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After warning Uber that its planned launch would violate city regulations, Oregon's largest city files a lawsuit to shut down the ride-sharing service's operations there.
A Portland transportation official says the ride-sharing service is operating illegally in the city and warns that drivers could face fines or even jail time.
The search giant's 1-gigabit fiber network will arrive in 18 new cities across four metro areas. The company also hopes to expand to cities including San Jose, Calif., and Phoenix.
Uber says that it has applied for a taxi fleet license and will only work with drivers who have had "re-verification" of their police clearance to improve rider safety.
The ride-sharing service says the data, compiled in a way that protects driver and rider privacy, can be used to reduce congestion, expand transportation options and even identify potholes.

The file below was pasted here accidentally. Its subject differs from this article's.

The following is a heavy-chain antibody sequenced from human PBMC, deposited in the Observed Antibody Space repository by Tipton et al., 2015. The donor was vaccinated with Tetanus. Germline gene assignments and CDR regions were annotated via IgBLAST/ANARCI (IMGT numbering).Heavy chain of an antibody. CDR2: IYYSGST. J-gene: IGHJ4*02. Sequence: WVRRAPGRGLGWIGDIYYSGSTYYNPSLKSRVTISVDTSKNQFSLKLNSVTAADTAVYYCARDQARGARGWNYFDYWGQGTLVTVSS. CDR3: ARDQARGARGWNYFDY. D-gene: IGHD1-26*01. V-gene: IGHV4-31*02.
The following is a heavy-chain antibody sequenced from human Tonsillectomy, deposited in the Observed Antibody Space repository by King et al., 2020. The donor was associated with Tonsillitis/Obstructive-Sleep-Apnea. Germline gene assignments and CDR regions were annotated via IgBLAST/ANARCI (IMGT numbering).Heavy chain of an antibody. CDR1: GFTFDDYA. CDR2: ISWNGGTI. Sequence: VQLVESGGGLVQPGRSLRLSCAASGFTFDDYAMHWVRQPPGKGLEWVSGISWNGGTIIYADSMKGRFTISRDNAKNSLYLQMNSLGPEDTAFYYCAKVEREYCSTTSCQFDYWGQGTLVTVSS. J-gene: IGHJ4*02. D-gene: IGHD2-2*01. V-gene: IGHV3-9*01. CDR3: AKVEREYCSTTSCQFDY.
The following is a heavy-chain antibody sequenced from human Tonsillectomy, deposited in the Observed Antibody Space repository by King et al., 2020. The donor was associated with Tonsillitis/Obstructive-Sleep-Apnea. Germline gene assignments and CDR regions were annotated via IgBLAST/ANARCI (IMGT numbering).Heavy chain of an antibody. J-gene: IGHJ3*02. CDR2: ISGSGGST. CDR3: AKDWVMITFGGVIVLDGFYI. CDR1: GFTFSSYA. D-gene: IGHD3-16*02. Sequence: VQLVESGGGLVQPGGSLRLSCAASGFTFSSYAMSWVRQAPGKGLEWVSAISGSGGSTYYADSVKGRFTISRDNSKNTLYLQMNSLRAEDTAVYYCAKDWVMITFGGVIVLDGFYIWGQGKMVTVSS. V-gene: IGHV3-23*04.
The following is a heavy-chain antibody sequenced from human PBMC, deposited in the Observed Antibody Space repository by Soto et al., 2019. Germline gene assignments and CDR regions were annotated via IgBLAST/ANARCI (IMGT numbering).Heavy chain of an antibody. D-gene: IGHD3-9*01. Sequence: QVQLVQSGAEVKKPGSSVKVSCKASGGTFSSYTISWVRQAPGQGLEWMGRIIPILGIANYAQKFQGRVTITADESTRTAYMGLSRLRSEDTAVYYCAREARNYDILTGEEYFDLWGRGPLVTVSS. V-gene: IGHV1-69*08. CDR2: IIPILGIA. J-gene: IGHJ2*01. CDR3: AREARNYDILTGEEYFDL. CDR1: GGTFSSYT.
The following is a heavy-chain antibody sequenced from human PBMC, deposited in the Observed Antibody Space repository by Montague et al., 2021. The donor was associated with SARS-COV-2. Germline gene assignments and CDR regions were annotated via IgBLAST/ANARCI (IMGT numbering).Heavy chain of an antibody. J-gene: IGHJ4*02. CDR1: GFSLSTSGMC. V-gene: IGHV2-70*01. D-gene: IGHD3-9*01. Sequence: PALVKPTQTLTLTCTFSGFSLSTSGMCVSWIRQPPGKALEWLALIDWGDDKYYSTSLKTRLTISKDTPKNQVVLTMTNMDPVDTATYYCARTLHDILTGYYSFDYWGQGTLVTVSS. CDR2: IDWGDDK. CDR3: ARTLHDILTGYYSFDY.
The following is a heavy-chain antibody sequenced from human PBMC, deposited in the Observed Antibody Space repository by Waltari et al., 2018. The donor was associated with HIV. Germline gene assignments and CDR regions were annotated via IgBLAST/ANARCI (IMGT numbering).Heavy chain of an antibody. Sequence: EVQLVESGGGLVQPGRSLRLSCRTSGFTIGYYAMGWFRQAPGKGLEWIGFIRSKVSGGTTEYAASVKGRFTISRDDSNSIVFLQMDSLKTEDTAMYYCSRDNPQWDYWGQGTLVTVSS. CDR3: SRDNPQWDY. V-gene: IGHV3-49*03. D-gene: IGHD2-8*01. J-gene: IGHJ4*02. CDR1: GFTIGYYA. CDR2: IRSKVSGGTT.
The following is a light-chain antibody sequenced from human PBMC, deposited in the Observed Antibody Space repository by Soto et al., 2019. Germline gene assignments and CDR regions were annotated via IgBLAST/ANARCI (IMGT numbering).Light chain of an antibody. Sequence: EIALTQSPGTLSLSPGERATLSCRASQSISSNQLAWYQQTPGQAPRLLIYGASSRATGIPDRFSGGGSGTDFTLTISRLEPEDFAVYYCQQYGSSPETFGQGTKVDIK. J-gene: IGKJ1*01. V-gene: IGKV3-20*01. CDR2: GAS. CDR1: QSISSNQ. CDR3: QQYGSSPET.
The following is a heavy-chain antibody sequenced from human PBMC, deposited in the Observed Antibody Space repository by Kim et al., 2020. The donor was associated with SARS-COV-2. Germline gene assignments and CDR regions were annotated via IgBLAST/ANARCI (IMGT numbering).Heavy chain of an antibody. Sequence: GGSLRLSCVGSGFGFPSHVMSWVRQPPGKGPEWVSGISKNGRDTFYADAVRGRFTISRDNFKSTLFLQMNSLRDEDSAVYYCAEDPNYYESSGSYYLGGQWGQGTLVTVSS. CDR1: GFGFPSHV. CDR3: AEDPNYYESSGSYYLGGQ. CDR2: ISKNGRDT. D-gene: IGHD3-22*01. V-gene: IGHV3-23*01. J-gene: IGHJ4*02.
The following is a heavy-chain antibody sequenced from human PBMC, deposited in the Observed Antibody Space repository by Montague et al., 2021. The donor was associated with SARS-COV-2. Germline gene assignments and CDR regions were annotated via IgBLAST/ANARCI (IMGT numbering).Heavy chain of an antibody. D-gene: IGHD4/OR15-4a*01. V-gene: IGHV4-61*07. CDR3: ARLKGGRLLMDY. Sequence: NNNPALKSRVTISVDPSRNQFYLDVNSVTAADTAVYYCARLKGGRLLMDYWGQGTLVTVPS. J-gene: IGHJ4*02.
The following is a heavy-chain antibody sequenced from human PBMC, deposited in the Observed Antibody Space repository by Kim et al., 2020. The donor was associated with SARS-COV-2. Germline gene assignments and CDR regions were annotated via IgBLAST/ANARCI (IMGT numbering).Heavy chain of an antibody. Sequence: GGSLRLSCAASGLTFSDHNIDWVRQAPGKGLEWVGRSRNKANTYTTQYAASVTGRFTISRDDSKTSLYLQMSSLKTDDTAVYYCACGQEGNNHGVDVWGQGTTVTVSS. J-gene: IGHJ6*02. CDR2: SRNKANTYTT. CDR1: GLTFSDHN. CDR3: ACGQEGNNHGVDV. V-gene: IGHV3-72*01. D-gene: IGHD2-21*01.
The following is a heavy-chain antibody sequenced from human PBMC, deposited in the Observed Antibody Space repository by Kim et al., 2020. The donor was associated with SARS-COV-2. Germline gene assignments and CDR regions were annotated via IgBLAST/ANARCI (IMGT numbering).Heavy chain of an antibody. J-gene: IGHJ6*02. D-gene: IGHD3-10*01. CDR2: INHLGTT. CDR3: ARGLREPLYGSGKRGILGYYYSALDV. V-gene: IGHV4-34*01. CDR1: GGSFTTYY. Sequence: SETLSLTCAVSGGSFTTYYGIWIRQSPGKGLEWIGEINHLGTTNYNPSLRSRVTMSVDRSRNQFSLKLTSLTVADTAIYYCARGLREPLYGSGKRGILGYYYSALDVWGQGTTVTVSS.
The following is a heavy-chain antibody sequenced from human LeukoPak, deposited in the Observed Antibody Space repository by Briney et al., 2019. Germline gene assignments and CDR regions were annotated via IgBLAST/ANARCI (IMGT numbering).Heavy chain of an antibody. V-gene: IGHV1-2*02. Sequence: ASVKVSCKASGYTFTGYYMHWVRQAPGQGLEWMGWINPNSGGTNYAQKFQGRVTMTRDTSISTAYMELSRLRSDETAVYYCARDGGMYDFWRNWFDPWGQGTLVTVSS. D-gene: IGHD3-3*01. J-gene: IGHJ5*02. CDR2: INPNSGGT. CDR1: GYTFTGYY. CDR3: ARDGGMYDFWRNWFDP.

While the ride-sharing service is entering 2015 with plans for worldwide expansion, it's also dealing with mounting resistance from regulators.
CEO Travis Kalanick is named in the indictment, which accuses the ride-sharing service of violating public transportation law.
But coffee drinkers who live in Portland, Ore., can already take advantage of Starbucks' Mobile Order & Pay system.
The South Korean capital says it will give up to 1 million won, or a little more than $900, to anyone who reports cases of Uber drivers carrying paying customers.
Taiwan and China mega-city Chongqing are questioning whether Uber has the right to operate its service -- regardless of Uber's new agreement with Chinese search engine Baidu.